We have CNN legal analyst, Joan Biskupic, here to tell us about this ruling.
JOAN BISKUPIC, CNN LEGAL ANALYST: It has a real throwback quality to it, doesn't it? It comes from not the draft, but draft registration. We haven't had the draft since the early '70s. But men, 18-25, are required to register and give personal information, but women aren't. This men's group challenged it and said that's not fair, and a judge in Texas late on Friday agreed looking at the policy and saying, look, the 1981 Supreme Court ruling that had upheld a different treatment for men and women in terms of the draft and registration, was based on the fact men and women aren't similarly situated when it came to the military. Because, at that point, women were not in combat. The judge said, look at, since 2013, women have been involved in combat, allowed in, and the kinds of policy at the heart of excluding women or just saying men only release notions of what women want and what they can do. At one point, he says, it's based on archaic notions. And the judge said, sure, there are some women who might not be physically able for combat, but there are some men who aren't physically able for combat, too.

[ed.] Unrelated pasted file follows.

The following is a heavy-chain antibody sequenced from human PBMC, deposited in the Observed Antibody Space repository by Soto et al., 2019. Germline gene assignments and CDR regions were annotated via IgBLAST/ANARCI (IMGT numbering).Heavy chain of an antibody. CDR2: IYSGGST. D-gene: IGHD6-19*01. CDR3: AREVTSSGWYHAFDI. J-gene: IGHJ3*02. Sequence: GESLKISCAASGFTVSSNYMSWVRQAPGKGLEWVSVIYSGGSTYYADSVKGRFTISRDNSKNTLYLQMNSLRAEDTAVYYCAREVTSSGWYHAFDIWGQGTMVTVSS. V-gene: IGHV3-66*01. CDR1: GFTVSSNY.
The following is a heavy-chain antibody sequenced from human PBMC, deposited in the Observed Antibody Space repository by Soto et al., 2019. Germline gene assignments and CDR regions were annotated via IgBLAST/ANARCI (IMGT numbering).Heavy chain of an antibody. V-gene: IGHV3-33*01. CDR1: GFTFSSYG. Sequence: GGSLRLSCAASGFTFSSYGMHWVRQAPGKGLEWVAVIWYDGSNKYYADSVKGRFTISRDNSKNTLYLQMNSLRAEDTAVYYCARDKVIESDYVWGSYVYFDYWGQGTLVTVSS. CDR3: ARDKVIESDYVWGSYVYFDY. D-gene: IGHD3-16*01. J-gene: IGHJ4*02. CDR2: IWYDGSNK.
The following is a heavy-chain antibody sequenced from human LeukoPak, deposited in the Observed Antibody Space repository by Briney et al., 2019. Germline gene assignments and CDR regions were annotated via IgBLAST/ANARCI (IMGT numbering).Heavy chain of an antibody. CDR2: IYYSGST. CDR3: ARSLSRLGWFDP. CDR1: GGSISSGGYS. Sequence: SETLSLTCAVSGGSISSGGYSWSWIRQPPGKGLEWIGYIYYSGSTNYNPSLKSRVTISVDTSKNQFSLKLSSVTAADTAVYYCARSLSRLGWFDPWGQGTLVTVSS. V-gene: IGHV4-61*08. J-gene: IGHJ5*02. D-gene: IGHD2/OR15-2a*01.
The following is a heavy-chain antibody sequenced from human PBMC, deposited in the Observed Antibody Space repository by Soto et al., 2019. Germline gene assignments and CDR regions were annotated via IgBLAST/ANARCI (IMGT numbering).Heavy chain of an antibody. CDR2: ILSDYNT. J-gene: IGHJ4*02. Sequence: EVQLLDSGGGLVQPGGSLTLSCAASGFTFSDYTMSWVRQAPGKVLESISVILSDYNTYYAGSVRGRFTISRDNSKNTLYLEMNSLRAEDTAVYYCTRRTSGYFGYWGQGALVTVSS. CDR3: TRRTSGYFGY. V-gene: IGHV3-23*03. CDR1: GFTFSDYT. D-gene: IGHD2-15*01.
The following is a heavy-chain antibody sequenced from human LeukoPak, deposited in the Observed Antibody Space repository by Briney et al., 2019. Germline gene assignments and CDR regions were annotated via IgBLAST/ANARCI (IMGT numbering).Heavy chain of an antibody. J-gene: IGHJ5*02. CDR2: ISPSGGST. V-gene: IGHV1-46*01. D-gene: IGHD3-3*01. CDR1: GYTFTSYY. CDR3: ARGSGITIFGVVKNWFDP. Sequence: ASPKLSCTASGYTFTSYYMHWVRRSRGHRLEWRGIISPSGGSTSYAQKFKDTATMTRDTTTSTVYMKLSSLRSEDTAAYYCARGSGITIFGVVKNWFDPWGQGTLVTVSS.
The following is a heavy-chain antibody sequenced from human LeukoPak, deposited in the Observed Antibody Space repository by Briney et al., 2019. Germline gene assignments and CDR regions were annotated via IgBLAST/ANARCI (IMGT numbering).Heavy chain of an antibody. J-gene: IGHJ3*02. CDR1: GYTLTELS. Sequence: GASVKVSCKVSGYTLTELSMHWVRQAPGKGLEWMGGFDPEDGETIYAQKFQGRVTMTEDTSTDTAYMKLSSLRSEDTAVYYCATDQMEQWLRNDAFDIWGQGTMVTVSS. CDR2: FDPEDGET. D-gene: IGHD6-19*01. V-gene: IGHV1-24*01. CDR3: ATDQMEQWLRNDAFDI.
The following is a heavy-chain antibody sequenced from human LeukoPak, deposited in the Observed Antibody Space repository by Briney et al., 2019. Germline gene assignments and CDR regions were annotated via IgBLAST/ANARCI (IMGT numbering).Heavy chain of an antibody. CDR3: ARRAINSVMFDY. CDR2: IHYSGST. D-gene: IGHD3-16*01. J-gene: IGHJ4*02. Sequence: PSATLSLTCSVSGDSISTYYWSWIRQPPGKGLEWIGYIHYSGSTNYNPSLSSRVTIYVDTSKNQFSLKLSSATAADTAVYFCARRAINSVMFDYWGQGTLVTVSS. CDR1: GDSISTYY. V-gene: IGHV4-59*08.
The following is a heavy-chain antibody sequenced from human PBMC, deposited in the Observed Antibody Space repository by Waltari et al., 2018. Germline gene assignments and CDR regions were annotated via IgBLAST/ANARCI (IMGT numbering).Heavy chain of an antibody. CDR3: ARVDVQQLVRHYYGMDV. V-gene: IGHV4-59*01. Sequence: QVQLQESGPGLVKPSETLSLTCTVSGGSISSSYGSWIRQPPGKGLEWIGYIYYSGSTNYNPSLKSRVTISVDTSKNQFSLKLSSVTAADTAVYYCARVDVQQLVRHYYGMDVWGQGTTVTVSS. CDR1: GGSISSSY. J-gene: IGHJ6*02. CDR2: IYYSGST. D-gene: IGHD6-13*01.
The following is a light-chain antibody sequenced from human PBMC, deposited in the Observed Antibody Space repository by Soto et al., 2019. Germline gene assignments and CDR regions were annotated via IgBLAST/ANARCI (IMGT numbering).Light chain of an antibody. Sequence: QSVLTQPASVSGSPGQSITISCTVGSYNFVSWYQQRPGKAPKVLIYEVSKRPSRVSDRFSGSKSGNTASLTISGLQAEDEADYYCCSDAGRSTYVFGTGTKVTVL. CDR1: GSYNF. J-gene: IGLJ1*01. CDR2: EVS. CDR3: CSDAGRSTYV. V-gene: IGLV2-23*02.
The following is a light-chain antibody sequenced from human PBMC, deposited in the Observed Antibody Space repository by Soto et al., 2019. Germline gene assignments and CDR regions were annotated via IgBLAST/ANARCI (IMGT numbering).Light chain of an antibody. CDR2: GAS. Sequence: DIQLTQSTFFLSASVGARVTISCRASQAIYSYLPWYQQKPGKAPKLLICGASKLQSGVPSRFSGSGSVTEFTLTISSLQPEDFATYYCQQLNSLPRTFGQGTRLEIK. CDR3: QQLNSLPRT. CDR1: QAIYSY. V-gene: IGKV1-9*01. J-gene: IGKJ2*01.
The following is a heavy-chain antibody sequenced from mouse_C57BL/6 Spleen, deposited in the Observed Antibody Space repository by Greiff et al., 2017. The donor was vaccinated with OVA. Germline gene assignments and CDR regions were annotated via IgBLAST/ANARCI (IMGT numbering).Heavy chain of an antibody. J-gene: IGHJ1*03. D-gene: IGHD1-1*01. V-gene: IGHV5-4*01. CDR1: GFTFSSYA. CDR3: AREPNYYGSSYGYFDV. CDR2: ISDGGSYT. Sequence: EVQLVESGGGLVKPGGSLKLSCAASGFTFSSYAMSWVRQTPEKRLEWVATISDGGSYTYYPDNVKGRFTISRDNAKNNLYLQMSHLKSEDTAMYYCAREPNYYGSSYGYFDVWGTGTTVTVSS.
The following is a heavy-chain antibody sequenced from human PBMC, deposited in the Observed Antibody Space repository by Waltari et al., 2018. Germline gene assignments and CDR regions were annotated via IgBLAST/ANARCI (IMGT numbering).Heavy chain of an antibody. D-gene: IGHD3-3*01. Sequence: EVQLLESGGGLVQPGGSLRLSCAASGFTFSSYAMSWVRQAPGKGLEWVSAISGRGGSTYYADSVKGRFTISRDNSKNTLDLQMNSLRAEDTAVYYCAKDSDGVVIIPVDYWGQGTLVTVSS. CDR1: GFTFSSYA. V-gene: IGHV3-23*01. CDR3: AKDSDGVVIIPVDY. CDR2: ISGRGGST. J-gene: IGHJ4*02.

KEILAR: Yes. It's a very interesting point you made.
I saw your story and my eyes went wide open. This is something.
Joan Biskupic --
BISKUPIC: Can I just tell you quickly, it doesn't lift the injunction.
BISKUPIC: So the policy is there. Probably will be appealed. But for now, nothing actually changes in the practical world.
KEILAR: Conversation sure does.
KEILAR: Joan Biskupic, thank you so much for that.
BISKUPIC: Thank you.
[13:54:43] KEILAR: Any moment, prosecutors are going to announce charges against New England Patriots owner, Robert Kraft, for soliciting sex. We're expecting details of what he's accused of doing.
KEILAR: Today in "HOME FRONT," my column on CNN.com, where I tell stories of military families and we discuss the military/civilian divide and how to bridge it, we are talking about what it's like when moms deploy. When you think of a military spouse, you probably think of a woman, but there are also men and grandparents and friends who step in to care for children while their mothers deploy. What's it like to be a full-time stay at home dad to three kids while your wife is out to sea? What's it like to have your daughter flying missions half a world away, caring for your grandson while your friends are having different experiences as moms and grandmothers?